Primark’s American invasion is under way and the retailer’s in-store design and competitive pricing looks set to make its mark on Boston.

Boston has not always reacted well to foreign invasions, something attested to by the scores of historic sites scattered across the city. Among these monuments, museums and mausoleums there now sits an intruder of a different sort: Primark has arrived in the US, with Downtown Crossing in Boston being its first port of call.

If the crowds were anything to go by, Primark’s reception was a more welcome one than those of previous interlopers. The signs of its arrival, however, were just as palpable.

Outside the 70,000 sq ft store, barriers had been erected to manage queues – or lines as Americans like to call them; a couple of burly bouncers looked ready to pounce at the first sign of disorder. Primark branded bottles of water were given out to customers entering the store, presumably in recognition of the fact that they might well be spending some time in there.

It’s hard for those that know Primark well to fully understand what someone completely new to the concept might think or feel about the shop, and its proposition. However, even for accustomed eyes, the store is an impressive one.

In-store digital offer

A lofty ground floor (that’s first floor in American parlance) feels spacious and creates a sense of significance, mostly thanks to the fact Primark has used the full height of walls to merchandise and display its wares.

There’s plenty of digital signage with a large screen towards the back of the store running a constant loop of video detailing the latest fashion stories and trends.

Digital is a theme that runs throughout the shop. Free wi-fi is available, while signs encourage shoppers to share their product buys and fashion ideas via social media. And if all of that tweeting and Instagram posting leaves phone batteries depleted, there’s a charging station area where customers can pause for a moment to recharge themselves and their devices.

Of course, the missing piece of the digital puzzle is a link to online shopping. Like elsewhere in the world, Primark isn’t offering this in the US, and nor is it likely to do so.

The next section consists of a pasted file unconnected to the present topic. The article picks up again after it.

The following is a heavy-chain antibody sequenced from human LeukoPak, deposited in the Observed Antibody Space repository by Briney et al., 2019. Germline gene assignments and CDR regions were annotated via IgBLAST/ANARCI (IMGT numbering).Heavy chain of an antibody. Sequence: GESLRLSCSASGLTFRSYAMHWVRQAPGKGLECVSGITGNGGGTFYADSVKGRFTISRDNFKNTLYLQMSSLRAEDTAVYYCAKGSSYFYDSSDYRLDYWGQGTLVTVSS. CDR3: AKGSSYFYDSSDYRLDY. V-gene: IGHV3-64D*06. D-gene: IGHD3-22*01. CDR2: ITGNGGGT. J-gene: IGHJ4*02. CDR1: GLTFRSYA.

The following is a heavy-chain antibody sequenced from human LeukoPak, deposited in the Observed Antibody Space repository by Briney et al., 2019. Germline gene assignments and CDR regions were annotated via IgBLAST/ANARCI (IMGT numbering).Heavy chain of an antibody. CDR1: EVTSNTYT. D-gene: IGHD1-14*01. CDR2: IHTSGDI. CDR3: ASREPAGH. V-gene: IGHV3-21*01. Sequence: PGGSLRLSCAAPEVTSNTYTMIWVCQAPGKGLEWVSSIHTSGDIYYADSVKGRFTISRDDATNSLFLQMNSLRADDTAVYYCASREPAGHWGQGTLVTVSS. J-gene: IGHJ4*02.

Shoppers impressed with price

The store itself – which is a breath of fresh air compared with the 1970s looking Macy’s that is opposite, and the dull-as-dishwater Gap Outlet that sits to one side – was not the main source of excitement. This honour belongs to the price points.

Americans, who are used to bargains and discounts, appeared to be genuinely impressed. The most frequent phrase that rang thorough the store was “oh my god, it’s like only five [or whatever] dollars”. The low prices had the desired impact – in typical Primark fashion shoppers filled their shopping bags to the brim with product.

Primark’s price position is indeed impressive. Although direct price comparisons are hard to make on clothing, Primark is trading some 36% below the average of other retailers that sit within its competitive set.

Indeed, it is telling that a pair of men’s jeans offered with 60% off at the nearby Gap Outlet was still more expensive than Primark’s mid-price range.

It is also notable that, relatively, prices are cheaper than in the UK – although this has much to do with the fact that in Massachusetts there is no sales tax on clothing items priced at $175 (£113) or below.

There are similar policies in all of the states Primark is poised to expand into: they either have no sales tax on clothing at all, or exempt clothing items below a certain price. It is interesting that after currency conversion Primark has not simply made products 16.7% cheaper – the amount they would be reduced by if the 20% UK VAT was stripped away.

As such, it will benefit from some modest margin gains – something that will be extremely useful as it builds economies of scale.

Weak competitors

Price is not the only advantage Primark has; the other comes from the weakness of its competitors. The American clothing market is cutthroat and it has been for years. However, after lengthy battles and extensive changes in the way American’s shop, many incumbent retailers are suffering.

The teen players Abercrombie, Aeropostale and American Eagle are all injured from sliding shares and sales; meanwhile, there is a big question mark over the future of American Apparel.

With the exception of its Old Navy band, Gap is struggling on as it retrenches. And, the traditional department players – Macy’s, JC Penney, and Sears – look tired and underinvested.

This backdrop is an ideal one for new kids on the block, something to which the rapid growth of H&M, Zara and Forever 21 attests. Primark will be hoping to add its name to that list.

Ultimately, the success and failure of retailers is never determined by their first day’s trade; it is decided by all the subsequent days of trading once the excitement and razzmatazz of the initial opening has subsided.

Yesterday, Primark was the busiest store in the whole of Boston with shoppers grasping its brown paper bags diffusing out across the city. That is something it now needs to make the established norm. However, with none of its products thrown into Boston Harbor, it is safe to say that Primark is off to a pretty good start with its American invasion.

  • Neil Saunders is managing director of Conlumino